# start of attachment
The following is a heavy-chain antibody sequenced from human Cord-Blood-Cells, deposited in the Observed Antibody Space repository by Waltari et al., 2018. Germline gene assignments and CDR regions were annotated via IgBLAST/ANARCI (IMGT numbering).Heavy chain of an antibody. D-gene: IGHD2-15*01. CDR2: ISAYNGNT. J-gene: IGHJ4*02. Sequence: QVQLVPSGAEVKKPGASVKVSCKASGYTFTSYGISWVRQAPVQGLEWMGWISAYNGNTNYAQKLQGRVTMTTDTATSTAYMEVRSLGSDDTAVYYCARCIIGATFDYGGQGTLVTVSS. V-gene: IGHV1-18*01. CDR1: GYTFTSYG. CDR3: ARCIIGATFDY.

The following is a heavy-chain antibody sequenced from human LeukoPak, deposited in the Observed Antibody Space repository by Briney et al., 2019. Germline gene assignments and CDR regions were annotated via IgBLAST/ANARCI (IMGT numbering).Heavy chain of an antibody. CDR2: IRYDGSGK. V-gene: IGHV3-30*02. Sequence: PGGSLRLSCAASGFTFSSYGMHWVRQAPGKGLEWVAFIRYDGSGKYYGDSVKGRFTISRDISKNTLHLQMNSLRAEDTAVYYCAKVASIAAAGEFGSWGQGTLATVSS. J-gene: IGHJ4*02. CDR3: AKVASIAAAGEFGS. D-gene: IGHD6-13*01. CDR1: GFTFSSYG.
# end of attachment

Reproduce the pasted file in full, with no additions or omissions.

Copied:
The following is a heavy-chain antibody sequenced from human Cord-Blood-Cells, deposited in the Observed Antibody Space repository by Waltari et al., 2018. Germline gene assignments and CDR regions were annotated via IgBLAST/ANARCI (IMGT numbering).Heavy chain of an antibody. D-gene: IGHD2-15*01. CDR2: ISAYNGNT. J-gene: IGHJ4*02. Sequence: QVQLVPSGAEVKKPGASVKVSCKASGYTFTSYGISWVRQAPVQGLEWMGWISAYNGNTNYAQKLQGRVTMTTDTATSTAYMEVRSLGSDDTAVYYCARCIIGATFDYGGQGTLVTVSS. V-gene: IGHV1-18*01. CDR1: GYTFTSYG. CDR3: ARCIIGATFDY.

The following is a heavy-chain antibody sequenced from human LeukoPak, deposited in the Observed Antibody Space repository by Briney et al., 2019. Germline gene assignments and CDR regions were annotated via IgBLAST/ANARCI (IMGT numbering).Heavy chain of an antibody. CDR2: IRYDGSGK. V-gene: IGHV3-30*02. Sequence: PGGSLRLSCAASGFTFSSYGMHWVRQAPGKGLEWVAFIRYDGSGKYYGDSVKGRFTISRDISKNTLHLQMNSLRAEDTAVYYCAKVASIAAAGEFGSWGQGTLATVSS. J-gene: IGHJ4*02. CDR3: AKVASIAAAGEFGS. D-gene: IGHD6-13*01. CDR1: GFTFSSYG.